Restarting Exercise

It is an undisputed fact that exercise is good for our mental health. What’s even better for our mood is getting outside, in the fresh air and sunshine, to exercise. Do you know why?

First of all, making energy actually gives you more energy, it makes you feel physically stronger so you therefore feel more capable to face the day, and it helps you to sleep better at night. Secondly it actually reduces inflammation in the brain, increases neural growth thereby helping your memory and it releases endorphins giving you a sense of wellbeing and positivity.

Mindful Exercise

If you can, it is best to exercise in a mindful way. By this, we mean focusing on what you are doing. Noticing the sensations of how your body is feeling, the sense of your feet touching the floor or the stretch of your muscles. If your head is buzzing with a long to do list, then write everything down before you exercise. That way you don’t need to think about it and can concentrate on exercising instead. (BTW We also recommend this before falling asleep at night. Keeping a notepad next to your bed can really help with falling off into a worry free sleep!)

Be careful

What you don’t want to do is push yourself too far or have too higher expectations of yourself. You could worsen your mood by realising you can’t do what you could do before, or are struggling to find the energy, flexibility, or time to actually exercise. Be realistic, you have just been through one of the biggest events of your life, physically and mentally. Your body has changed dramatically. Go easy on yourself.

Often the problem is, when our mental health is fragile, popping our trainers on and working up a sweat is the last thing on our mind. Particularly if it’s cold and wet outside. We get it! So how can you motivate yourself to do something about it? Well it all starts with small steps. Literally.

When should I restart exercise after having a baby?

If you experienced a vaginal birth without tearing, then you can begin to gently exercise as soon as you feel up to it. By gentle exercise, we mean walking, postnatal yoga, swimming that sort of thing. For anything more vigorous, then the NHS recommends waiting until after your six week check up. If you experienced complications during birth, suffered tears or had a c-section, then it’s best to ask the advice of your health visitor or GP as to when you can safely start. It is all very dependent on your personal history and birthing experience.

woman doing yoga with a baby

How to start exercising

There are two great motivational tools to get you exercising. One is to ensure it quickly becomes routine or habit for you. That means you need to do something which you can easily incorporate into your day and won’t become a chore. A 15 minute walk outside every day is better than running a marathon once a year! Utilise nap times, or early evenings when your partner might be home and can give you some time to yourself, put a reminder in your phone, get yourself some good wet weather gear, buy a nice yoga mat or section off an area of your house for exercise. Whatever it is you need to do to stop yourself making the excuse not to exercise.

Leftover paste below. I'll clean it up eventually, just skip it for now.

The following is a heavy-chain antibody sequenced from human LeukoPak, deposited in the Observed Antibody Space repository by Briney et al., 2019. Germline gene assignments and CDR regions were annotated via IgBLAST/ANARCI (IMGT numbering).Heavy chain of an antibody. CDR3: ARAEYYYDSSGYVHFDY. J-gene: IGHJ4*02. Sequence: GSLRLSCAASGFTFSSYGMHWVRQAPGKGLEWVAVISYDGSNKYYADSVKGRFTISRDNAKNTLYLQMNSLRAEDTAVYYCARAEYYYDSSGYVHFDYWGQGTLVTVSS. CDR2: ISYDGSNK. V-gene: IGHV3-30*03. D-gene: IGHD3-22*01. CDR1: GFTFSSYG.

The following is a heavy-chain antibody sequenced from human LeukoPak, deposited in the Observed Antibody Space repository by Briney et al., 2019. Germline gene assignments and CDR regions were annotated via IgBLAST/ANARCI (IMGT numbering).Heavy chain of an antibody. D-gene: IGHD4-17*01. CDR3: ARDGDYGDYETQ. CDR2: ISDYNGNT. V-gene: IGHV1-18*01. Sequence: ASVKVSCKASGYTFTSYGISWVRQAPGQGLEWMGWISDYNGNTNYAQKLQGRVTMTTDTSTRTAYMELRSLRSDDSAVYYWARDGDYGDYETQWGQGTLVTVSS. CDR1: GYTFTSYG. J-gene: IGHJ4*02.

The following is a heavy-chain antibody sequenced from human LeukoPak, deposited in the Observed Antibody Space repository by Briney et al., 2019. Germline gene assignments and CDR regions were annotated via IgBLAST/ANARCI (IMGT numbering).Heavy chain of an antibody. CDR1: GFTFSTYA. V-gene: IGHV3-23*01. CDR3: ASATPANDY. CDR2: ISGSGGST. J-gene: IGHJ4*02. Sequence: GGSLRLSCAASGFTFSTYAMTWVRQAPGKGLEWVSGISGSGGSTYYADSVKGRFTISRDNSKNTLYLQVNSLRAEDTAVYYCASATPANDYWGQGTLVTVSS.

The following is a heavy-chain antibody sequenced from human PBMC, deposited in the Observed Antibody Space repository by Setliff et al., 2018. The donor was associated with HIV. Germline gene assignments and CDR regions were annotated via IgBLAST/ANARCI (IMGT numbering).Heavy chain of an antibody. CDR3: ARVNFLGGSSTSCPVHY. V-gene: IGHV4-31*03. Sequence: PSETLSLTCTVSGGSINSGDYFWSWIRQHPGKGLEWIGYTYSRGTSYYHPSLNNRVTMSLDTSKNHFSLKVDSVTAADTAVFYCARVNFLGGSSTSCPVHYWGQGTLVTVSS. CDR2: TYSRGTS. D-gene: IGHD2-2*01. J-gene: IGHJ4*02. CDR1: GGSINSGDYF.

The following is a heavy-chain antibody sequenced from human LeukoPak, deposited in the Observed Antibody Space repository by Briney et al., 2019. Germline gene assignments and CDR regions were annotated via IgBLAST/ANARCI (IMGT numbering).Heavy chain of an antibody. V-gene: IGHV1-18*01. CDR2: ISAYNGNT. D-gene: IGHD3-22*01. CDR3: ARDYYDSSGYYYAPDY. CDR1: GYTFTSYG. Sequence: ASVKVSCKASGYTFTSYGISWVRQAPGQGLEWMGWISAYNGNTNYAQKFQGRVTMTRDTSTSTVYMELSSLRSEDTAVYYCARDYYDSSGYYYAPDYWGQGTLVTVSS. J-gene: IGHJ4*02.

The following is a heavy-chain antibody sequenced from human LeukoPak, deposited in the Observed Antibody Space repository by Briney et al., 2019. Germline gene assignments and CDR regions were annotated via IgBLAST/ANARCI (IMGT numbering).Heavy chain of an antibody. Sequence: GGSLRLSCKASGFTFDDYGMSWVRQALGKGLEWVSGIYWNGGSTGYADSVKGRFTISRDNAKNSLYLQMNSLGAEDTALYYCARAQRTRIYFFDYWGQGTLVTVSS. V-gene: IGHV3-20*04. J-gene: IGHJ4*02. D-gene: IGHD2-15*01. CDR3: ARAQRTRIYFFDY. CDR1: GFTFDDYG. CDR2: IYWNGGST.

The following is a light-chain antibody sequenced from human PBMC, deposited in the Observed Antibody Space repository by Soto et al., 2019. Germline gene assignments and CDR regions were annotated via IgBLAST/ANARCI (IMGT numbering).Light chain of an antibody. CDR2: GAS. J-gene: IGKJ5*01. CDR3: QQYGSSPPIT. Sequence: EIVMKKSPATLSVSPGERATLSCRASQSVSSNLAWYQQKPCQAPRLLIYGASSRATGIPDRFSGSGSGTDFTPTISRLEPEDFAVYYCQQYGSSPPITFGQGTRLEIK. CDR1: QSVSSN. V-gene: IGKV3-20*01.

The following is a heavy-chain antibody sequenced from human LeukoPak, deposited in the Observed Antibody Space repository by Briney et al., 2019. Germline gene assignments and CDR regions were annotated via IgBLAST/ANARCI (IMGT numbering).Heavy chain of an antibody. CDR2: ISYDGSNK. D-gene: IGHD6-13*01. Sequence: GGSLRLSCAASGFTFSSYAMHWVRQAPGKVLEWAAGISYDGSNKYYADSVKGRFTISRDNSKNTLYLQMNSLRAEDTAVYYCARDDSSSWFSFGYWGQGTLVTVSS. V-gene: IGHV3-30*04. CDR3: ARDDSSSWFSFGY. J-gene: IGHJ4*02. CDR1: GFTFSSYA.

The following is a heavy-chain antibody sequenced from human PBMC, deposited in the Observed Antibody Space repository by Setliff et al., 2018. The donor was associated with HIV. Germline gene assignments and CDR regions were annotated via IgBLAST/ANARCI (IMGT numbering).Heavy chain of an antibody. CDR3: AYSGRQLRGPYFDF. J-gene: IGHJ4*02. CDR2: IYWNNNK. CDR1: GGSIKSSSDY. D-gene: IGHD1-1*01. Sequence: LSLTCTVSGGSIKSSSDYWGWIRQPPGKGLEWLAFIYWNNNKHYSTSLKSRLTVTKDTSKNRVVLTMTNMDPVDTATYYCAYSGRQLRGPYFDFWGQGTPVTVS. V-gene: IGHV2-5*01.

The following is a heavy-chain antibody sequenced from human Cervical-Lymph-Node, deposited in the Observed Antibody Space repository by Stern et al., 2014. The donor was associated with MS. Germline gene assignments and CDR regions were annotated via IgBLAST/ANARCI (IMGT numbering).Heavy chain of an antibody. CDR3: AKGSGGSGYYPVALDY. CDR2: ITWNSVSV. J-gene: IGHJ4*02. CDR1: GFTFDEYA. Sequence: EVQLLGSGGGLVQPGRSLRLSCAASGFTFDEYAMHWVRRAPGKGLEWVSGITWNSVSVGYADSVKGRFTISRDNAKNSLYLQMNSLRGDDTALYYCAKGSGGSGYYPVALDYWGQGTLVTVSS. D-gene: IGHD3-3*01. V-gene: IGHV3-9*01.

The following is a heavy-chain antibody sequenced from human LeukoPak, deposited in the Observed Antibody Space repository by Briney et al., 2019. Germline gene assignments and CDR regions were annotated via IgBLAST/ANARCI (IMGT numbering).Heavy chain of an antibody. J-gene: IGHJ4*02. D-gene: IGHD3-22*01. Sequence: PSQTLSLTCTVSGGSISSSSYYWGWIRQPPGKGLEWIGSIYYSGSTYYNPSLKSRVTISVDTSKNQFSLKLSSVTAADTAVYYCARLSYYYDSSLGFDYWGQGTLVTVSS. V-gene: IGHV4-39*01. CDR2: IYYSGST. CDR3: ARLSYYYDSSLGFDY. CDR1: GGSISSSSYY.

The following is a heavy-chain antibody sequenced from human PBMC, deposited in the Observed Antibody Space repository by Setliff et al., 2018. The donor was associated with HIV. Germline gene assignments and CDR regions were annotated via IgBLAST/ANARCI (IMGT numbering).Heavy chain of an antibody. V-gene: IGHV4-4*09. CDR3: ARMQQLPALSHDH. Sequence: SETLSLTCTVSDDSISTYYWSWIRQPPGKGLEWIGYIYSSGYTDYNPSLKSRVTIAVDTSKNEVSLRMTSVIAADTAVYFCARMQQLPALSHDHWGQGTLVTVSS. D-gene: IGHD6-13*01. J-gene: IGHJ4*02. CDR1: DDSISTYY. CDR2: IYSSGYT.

This is where the second tool comes in. Do it with someone else. Join a postnatal class, see whether a mum-friend would like to join you on a walk every morning, take part in a virtual online class. If you feel that you are going to let others down by not being there, then it puts a little pressure on you to turn up each time instead of sending your excuses.

Getting back into exercise

Gemma Ovens is a health and wellbeing coach who runs the Postnatal Fitness Hub. An online resource full of courses, personal training and postnatal workout programmes.

Initial breathing techniques for exercise

Deep breathing exercises are not only beneficial physically helping us to heal after having a baby, but they are also mentally healing. When we practise deep breathing techniques, it has a very real calming effect on the brain – telling us we are safe, we are calm, and we are happy. Which, in turn, takes away a little bit of that anxiety.

In this video, Gemma talks you through two breathing techniques – full belly breathing and vacuum breathing. After pregnancy we need to engage the core but first we need to reactivate it and get it working together as a full unit. With pregnancy comes a lot of changes – ribs, diaphragm, pelvis all move, which needs correcting before exercising. And these breathing exercises, along with pelvic floor exercises and gentle stretching, are one of the things you can do in those very early weeks after giving birth.

Full Belly Breathing

Vacuum Breathing

Gentle Stretching Exercises

Gemma Ovens is a health and wellbeing coach who runs the Postnatal Fitness Hub. An online resource full of courses, personal training and postnatal workout programmes.

Gemma Ovens

Fitness Trainer, Postnatal Fitness Hub

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